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is not without honour but in his own country, and among his own kin, and in his own house!
A less pardonable reason, however, may be found for this in his case, as in others, and found in that envy to which our fallen nature is prone. A bad, a base, in every way an unprofitable passion, one that, more than any other, carries its own punishment with it, and makes those who cherish it wretched, envy is its own avenger ; and yet, so prone are many to regard others with envy, that a man may feel assured that he has begun to rise in the world so soon as he hears the buzz of detractors, and feels their poisoned stings. This, indeed, is not a bad test of merit, just as we know that to be the finest and the ripest fruit which bears the marks of having been attacked by wasp, or hornet, or other such winged or wingless insects. The goose, and the sea-gull, and other common creatures, are left to pursue their way through the fields of air without interruption or attack, but I have seen, when some noble bird appeared, who had a wing to soar aloft, to cleave the clouds, how he was harassed and hunted by a noisy crowd, that assailed him with their voices, but, mingling cunning with insolence, kept beyond the swoop of his pinions, or the stroke of his talons. Now, see how Moses, the meekest, noblest, most generous of men, was envied by ambitious spirits among the children of Israel ! Ye take too much upon you, they said to him and his brother, seeing all the congregation are holy, every one of them, and the Lord is among them; wherefore, then, lift ye up yourselves above the congregation of the Lord ? Ay, and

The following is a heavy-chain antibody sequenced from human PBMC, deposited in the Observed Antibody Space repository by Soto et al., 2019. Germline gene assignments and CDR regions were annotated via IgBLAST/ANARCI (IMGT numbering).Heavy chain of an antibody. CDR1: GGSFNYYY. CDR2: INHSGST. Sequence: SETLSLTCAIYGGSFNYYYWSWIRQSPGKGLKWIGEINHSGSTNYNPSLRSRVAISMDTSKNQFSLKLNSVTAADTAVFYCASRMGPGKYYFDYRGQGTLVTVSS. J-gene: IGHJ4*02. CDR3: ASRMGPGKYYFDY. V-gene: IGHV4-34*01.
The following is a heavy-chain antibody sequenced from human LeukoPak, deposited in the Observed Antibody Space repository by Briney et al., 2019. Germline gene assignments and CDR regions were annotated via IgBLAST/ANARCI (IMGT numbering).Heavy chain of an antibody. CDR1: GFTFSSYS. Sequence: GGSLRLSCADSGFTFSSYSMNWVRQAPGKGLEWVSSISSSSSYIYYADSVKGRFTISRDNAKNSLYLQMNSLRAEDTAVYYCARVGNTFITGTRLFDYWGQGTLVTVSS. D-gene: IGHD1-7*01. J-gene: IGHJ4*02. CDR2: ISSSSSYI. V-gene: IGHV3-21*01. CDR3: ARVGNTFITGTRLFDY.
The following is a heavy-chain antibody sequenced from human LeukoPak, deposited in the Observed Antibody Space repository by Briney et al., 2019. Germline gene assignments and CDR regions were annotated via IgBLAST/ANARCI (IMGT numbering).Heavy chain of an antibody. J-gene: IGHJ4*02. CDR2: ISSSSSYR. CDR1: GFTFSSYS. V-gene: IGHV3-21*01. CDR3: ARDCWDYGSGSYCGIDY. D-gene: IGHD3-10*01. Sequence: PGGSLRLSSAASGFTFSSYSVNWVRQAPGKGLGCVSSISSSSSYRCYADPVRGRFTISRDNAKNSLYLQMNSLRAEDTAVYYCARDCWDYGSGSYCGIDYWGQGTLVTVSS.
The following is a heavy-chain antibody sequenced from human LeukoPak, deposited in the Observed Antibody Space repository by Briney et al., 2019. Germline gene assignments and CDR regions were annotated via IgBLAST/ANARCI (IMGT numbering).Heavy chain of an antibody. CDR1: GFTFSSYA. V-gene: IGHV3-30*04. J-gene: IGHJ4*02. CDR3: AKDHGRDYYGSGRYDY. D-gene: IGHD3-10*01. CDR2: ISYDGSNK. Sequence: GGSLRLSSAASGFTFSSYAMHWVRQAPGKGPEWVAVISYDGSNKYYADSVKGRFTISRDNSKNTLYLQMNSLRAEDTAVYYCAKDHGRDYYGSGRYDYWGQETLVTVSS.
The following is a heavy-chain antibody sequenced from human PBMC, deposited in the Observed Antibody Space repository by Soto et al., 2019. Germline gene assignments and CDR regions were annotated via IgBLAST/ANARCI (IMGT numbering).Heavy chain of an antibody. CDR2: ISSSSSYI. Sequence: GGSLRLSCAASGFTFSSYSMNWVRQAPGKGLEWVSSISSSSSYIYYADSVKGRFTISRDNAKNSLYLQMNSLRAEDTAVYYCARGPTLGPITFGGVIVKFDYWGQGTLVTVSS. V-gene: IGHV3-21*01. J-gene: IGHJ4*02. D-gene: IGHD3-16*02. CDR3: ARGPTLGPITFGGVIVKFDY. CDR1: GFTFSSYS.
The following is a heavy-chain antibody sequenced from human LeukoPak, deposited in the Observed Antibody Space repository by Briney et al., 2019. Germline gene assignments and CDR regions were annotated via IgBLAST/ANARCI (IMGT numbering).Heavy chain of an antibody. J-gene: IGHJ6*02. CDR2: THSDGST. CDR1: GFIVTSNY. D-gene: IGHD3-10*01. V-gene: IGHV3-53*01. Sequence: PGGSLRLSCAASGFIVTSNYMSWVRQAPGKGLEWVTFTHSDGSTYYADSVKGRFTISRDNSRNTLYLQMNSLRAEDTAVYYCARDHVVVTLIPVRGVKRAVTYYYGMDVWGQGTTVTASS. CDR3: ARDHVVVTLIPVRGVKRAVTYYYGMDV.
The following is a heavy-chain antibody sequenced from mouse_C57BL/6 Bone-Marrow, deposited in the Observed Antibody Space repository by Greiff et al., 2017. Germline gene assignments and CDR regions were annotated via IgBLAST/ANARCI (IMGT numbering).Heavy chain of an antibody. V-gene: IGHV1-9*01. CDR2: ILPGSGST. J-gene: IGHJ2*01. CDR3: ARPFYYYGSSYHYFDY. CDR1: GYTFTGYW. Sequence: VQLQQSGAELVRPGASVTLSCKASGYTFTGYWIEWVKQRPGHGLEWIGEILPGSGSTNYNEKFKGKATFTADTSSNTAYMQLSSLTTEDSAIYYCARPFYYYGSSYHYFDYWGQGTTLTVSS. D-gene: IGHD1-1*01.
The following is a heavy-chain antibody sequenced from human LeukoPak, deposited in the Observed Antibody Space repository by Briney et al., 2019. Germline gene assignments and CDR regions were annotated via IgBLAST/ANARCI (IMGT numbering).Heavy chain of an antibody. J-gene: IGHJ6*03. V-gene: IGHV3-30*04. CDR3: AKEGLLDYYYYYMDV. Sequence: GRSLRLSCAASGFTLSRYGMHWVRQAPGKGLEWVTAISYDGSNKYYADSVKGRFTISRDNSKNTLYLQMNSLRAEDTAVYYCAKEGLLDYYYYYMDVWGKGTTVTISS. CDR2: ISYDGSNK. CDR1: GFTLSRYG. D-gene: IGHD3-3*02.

even his own brother and sister grew jealous of him. On pretence of his having done wrong in marrying an Ethiopian woman, they who should have supported the brother to whom they owed their position, most basely and ungratefully attempted to undermine his influence. It was very wrong in Moses to make this marriage-to enter into such an unsuitable alliance; so they said to the multitude. Yet mere dust and smoke that, which they raised to cover their real motives and base ends. The envy, from whose evil eye no excellence is a protecting charm, and which, rending asunder the most sacred ties, refuses to spare a brother, was at the bottom of their discontent. For while Aaron and Miriam held such language to the people, masking their selfish passions under a fair pretence of patriotism and piety, listen to them in their tent, how different their language to each other, Hath the Lord indeed spoken only by Moses? hath he not spoken also by us ?
Looking at such cases, what else was to be expected from the men of Nazareth, a place of proverbially had repute, than that they should grudge Jesus his honours, and hate him for his success ? He had emerged from deep obscurity into a fame that filled every mouth with his works, and embraced within its widening circle all the land. He had become famous ; and they had not. It did not matter that that was not his fault. They felt themselves grow less as he grew greater, and they could not brook that; such as were stars among them, or wished to be thought so, were bitterly mortified to find themselves extinguished in the light of this rising sun.
Therefore they hated Christ, giving him ground to complain, A prophet is not without honour but in his own country, and among his own kin, and in his own house.